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A New Kind of Education

I have to admit something. I used to love “Gone With the Wind.” I loved Scarlett. I loved the swelling overture music. I loved the epic love story. I loved Clark Gable. Now I can’t even look at the DVD.

It glorified a piece of American history that has been groomed for nostalgia and revery of a simpler time. Plantations from the antebellum south have been preserved for weddings and sorority reunions. The white pillars and rolling landscapes mask the torture, murder, and the war on humanity that was slavery in America.

John Cummings has attempted to reveal the realities of our past in a tangible way in order to force Americans to reckon with where we’ve been. Cummings is a very wealthy entrepreneur who was born and raised in Wallace, Louisiana, 35 miles west of New Orleans. He is the descendant of Irish immigrants. In other words, he is very, very white. His surprising latest project is covered in detail in an article in The New York Times, where he says, “If ‘guilt’ is the best word to use, then yes, I feel guilt,” he said. “I mean, you start understanding that the wealth of this part of the world — wealth that has benefited me — was created by some half a million black people who just passed us by. How is it that we don’t acknowledge this?”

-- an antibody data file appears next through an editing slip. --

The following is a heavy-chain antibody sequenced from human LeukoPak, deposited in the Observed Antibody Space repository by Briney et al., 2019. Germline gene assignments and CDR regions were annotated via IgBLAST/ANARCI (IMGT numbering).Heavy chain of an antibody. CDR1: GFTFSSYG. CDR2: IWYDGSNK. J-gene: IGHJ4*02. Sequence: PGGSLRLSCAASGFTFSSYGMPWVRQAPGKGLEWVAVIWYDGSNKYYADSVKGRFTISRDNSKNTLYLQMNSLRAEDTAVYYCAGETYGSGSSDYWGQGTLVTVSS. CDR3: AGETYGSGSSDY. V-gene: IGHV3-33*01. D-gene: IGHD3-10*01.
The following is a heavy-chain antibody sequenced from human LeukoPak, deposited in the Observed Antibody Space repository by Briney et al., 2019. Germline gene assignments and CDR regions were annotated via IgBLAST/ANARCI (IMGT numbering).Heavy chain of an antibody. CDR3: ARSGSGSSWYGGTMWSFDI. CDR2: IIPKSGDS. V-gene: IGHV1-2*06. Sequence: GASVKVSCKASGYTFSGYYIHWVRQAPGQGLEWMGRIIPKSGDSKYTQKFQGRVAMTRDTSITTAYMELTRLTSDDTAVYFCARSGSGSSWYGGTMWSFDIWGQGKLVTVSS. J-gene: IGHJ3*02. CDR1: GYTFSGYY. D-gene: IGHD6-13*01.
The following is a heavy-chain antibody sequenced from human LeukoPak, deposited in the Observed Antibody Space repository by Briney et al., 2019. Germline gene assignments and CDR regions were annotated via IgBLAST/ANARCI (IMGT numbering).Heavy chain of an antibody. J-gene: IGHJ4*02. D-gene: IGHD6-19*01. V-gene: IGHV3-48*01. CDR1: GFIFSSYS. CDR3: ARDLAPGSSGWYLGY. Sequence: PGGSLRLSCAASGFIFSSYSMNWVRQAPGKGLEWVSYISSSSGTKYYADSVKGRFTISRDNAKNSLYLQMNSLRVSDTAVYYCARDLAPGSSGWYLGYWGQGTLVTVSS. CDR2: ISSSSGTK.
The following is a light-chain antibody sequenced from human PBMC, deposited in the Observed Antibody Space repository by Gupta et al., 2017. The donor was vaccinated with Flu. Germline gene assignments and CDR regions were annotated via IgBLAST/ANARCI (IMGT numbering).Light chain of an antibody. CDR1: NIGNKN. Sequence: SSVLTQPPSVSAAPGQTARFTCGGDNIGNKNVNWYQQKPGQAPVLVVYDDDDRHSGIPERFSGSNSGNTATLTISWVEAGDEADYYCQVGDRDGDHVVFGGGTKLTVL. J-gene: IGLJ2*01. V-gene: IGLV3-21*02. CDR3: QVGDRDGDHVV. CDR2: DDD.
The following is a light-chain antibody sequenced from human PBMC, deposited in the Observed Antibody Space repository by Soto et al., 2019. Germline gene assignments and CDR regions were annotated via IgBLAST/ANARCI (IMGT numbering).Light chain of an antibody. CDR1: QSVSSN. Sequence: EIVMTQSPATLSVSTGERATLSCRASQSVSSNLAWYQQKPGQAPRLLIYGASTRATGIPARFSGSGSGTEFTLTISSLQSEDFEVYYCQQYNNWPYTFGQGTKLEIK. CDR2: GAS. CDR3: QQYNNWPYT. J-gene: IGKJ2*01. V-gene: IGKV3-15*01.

Cummings bought the 220 year-old Whitney Plantation for $8 million, which produced a huge portion of the state’s sugar cane throughout the 18th and early 19th century. He has turned this into the largest scale and mostly widely publicized, often called “the very first,” slavery museum in America.


The Wall of Honor

In the NYT article, Laura Rosanne Adderley, a professor from Tulane who specializes in the history of slavery says, “’Everything about the way the place came together says that it shouldn’t work…And yet for the most part it does, superbly and even radically. Like Maya Lin’s memorial, the Whitney has figured out a way to mourn those we as a society are often reluctant to mourn.’”


Cummings in the Church

There is a baptist church on the land that is filled with statues of young black boys and girls whose lives were taken by slavery looming near the pews. There is a wall of honor with a list of the names of every slave who is recorded to have worked on the plantation. The WPA recordings of interviews with former slaves are played aloud throughout the tour. There is also a memorial to the German Coast uprising, when 125 slaves walked off their plantations and marched along River Road towards New Orleans, only to be slaughtered. Dozens of their decapitated heads were placed on spikes along the river to ward off further disobedience. So there are 60 ceramic heads on steel rods on the island of the seemingly charming lagoon at the Whitney. Cummings says, “’Just in case you’re worried about people getting distracted by the pretty house over there, the last thing you’ll see before leaving here will be 60 beheaded slaves….It is disturbing…But you know what else? It happened. It happened right here on this road.'”

It’s $22 to go on a guided tour of the Whitney. My real education of my ancestry as a  White American begins here. All that money for public school textbooks could have been saved with a $22 ticket.


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